Monday, January 28, 2013

Southwestern Chicken Soup

Soup. It’s good. Especially when you’re done with all the festive and fun stuff of winter, but winter isn’t done with you just yet. Blustery days with brutal wind chill. Icy sidewalks and slushy roads. The soul needs something to warm it. Or at least the stomach does.

Many soups don’t really need recipes. By that I mean, you can start with a pot of broth, some aromatics, something chunky, perhaps, and just cook it until it becomes soup. You’d probably end up with something good. For those of us who are pretty well addicted to recipes, however, a list of ingredients somehow feels necessary. I would suggest using a soup “recipe” as a guideline, however, especially when it comes to using what’s in the cupboard or refrigerator or freezer rather than going out in the cold and wet and wind to get exactly what’s on the recipe list.

This is why you’ll see ingredients like “1 medium onion, finely chopped” rather than “precisely 1 cup of onion cut into ¼-inch pieces,” in my soup recipes. I cut up an onion and throw it in a pot. Same thing with other vegetables. I dump in cans of things and use up bags of frozen foods of indeterminate quantity. If I don’t have something that’s in the recipe, I’ll replace it or leave it out. If there’s a flavor I like, for example, the smoked paprika I feel like needs to be in just about everything these days, I’ll put it in.

This particular combination of chicken and southwestern flavors was quite delicious and warming on a cold day. The smoked paprika and fire-roasted tomatoes went a long way toward helping this soup reach its flavor potential. It’s just a bit spicy, a little smoky, meaty and substantial with plenty of chicken, corn and beans. I used an unsalted homemade chicken broth, so added a significant amount of salt beyond the 1 teaspoon listed in the recipe. I would suggest tasting your soup for salt after adding the lime juice. For me, such acidic ingredients cover some of the same flavor space as salt does, and I can make a less salty soup with a lot more flavor.

You don’t have to go this direction with your chicken soup, of course, but I can happily recommend that you do. The warm and zesty flavors are a welcome addition to the usual healing powers of chicken soup. Or, if nothing else, perhaps the flavors will invoke an image of warmer places. Whatever helps!


Southwestern Chicken Soup
Adapted from Eating Well magazine

You could leave out the chicken and use vegetable broth to make a vegetarian soup.

1 tablespoons canola or other neutral oil
1 medium onion, finely chopped
1 medium bell pepper, any color, finely chopped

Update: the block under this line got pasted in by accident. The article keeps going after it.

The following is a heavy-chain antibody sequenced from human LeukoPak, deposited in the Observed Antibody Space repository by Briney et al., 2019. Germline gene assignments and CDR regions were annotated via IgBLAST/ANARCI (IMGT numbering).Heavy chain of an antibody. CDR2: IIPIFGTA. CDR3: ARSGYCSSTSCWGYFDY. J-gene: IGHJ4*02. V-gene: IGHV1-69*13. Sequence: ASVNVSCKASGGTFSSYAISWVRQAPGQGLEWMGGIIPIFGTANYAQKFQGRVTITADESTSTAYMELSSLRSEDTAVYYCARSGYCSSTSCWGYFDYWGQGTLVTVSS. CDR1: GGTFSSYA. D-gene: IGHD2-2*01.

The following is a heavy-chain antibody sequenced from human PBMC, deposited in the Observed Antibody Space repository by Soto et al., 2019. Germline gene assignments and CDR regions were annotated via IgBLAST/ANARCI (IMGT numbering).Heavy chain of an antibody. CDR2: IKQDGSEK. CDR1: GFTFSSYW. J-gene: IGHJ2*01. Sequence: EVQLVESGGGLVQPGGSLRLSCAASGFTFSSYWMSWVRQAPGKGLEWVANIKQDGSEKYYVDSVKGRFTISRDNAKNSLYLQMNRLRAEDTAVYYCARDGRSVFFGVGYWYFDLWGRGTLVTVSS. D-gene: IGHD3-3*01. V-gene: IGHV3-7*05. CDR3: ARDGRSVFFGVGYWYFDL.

1 teaspoon salt, plus more to taste
1 medium jalapeno pepper, seeded and finely minced
4 medium garlic cloves, finely minced
1 teaspoon dried oregano
1 ½ teaspoon chili powder
1 ½ teaspoon smoked paprika
6 cups chicken broth
1 ½ cup pinto beans or black beans (about a 15-ounce can), rinsed and drained
1 (16-ounce) can diced fire-roasted tomatoes
1 ½ cups frozen corn
2 cups cooked chicken, chopped or shredded
½ cup chopped cilantro leaves and tender stems
juice of 1 lime

1. In a large kettle or Dutch oven, heat the oil over medium-high heat. Add the onion, bell pepper and 1 teaspoon salt. Cook, stirring occasionally until the onions and peppers are tender and beginning to brown, about 5-8 minutes.

2. Add the jalapeno and garlic and cook, stirring, about 30 seconds. Stir in the oregano, chili powder, and smoked paprika. Add the chicken broth, beans, tomatoes, corn and chicken. Bring to a boil.

3. Cover, reduce the heat and boil gently for 25-30 minutes or until the vegetables are very tender. Stir in the cilantro and lime juice. Taste for seasoning and adjust as desired, especially for salt and acid (lime juice).

Makes about 6 servings.


Tuesday, January 22, 2013

Grapefruit Scented Muffins

Let me spell this out unambiguously: I don’t like grapefruit. It’s too sour, too bitter, too…grapefruit-y. I do love its fragrance, however, the scent of a freshly cut grapefruit (that someone else is going to eat.) I also like grapefruit-flavored sweet things, like the citrus-flavored gumdrops from Trader Joe’s and Joia brand Grapefruit, Chamomile and Cardamom soda.

It seemed a shame to let my husband enjoy all the grapefruit in the refrigerator just because he’s the one who likes it. There had to be something I could make that I would like too. Inspired by the flavors in the soda I mentioned above, I made muffins scented with grapefruit zest and juice and gently flavored with warm spices. I had my concerns that this would work out well, but in the end I was thrilled. The muffins were delicious. Really delicious!